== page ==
Saturday, April 25, 2009


You may be wondering what effect it's having on people who just flew in from all the corners of the earth to take a cruise, to find out that going home they're going to encounter a new airport dilemma. We are out here in an idyll and on the way home will be questioned about flu-like symptoms, all the while we're encountering some kind of exposure in these ports like, Rome today, Pompeii tomorrow, and on to Malta, some islands, then back to Barcelona. All the while, an epidemic has struck back at home in Texas and neighboring Mexico with its constant contacts with my world there. Yes, I will inquire about getting a flu shot, today when the medical center opens at 4 p.m. shipboard time - about 3 a.m. in Texas.

Museums, libraries, theatres, schools and universities were shut in Mexico City yesterday after the spread of a hitherto unidentified strain of flu, which has so far killed as many as 60 people and raised fears of a pandemic.

Authorities acted to try to control the spread of swine flu, which the World Health Organisation said had killed up to 60. Around 800 people have the "influenza-like" symptoms, the WHO said.

Mexico's government said at least 20 were confirmed to have died of the illness, and it may have been responsible for 40 further deaths. There have also been seven reported cases of the same virus in the United States: five in southern California and two in Texas. All those patients have recovered.

"This is a new virus," health minister José Ángel Córdova said in an interview with MVS radio. "We have taken these measures because this is a virus that has the potential to become a pandemic."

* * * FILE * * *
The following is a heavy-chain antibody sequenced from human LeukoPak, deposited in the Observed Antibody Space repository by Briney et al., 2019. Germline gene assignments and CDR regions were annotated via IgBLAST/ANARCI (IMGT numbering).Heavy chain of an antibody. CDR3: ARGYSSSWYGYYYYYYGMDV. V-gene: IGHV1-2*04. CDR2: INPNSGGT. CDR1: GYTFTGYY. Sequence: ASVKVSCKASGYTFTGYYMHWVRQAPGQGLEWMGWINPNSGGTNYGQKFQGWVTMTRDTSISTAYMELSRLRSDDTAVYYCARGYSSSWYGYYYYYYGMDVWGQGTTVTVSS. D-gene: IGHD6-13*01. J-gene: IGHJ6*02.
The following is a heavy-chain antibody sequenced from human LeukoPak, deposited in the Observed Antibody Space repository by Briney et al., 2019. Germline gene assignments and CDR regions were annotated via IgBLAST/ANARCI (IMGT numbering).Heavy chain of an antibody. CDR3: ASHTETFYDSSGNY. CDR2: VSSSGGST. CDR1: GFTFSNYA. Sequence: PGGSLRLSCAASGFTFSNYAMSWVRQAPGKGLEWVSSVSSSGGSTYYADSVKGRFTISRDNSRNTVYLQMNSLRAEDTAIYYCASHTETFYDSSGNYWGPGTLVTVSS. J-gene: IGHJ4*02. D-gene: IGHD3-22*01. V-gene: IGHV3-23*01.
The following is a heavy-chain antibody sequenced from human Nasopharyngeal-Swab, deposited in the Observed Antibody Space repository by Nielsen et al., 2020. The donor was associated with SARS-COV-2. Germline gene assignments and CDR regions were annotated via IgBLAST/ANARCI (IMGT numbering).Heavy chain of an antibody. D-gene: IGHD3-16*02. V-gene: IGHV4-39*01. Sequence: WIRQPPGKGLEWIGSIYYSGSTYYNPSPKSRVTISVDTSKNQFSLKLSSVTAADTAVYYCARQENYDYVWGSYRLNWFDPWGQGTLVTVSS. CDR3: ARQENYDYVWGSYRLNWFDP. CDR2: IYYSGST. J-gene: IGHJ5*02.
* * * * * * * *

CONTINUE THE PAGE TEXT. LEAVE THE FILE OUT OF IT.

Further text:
The minister said most of those infected were in the Mexico City metropolitan area, which has a population of 20 million, although three other Mexican states have also been affected to a lesser degree.

He said the authorities were considering extending their precautions to include shutting workplaces as well as schools, but for the moment urged employers to be tolerant of absences.

While he believed the situation was "very worrying", he also thought the epidemic was controllable.

The impact of the preventive measures on city life was felt immediately as the population woke up to news of the epidemic, announced in a late-night statement.

Radio and TV stations repeated official advice to stay away from crowded places "unless urgently necessary", and to seek medical help at the first sign of the very high fevers and acute respiratory symptoms associated with the illness.

At the city's biggest airport, airlines began requiring passengers checking in for national and international flights to fill out forms to help decide who could be at risk of carrying the virus. Anybody deemed to be a risk was reportedly being asked not to fly.

The passing of flu from swine to human is a new development, I heard today via BBC news. While I'm pretty far away from the point of its outbreak, there's no way of avoiding contact with it. As I mentioned before, in airports and in the ports we're visiting, we're meeting germs - oops, sorry, carriers - from everywhere, and will no doubt run into the usual unforseeable possible threat of diseases of all sorts. It's been a bit sobering to know that a pandemic we've always heard about has arrived.

The world has contracted for us all to just about one big contact point. No, it's not flat, it's a pinhead.

Good luck, and have you had your shots?

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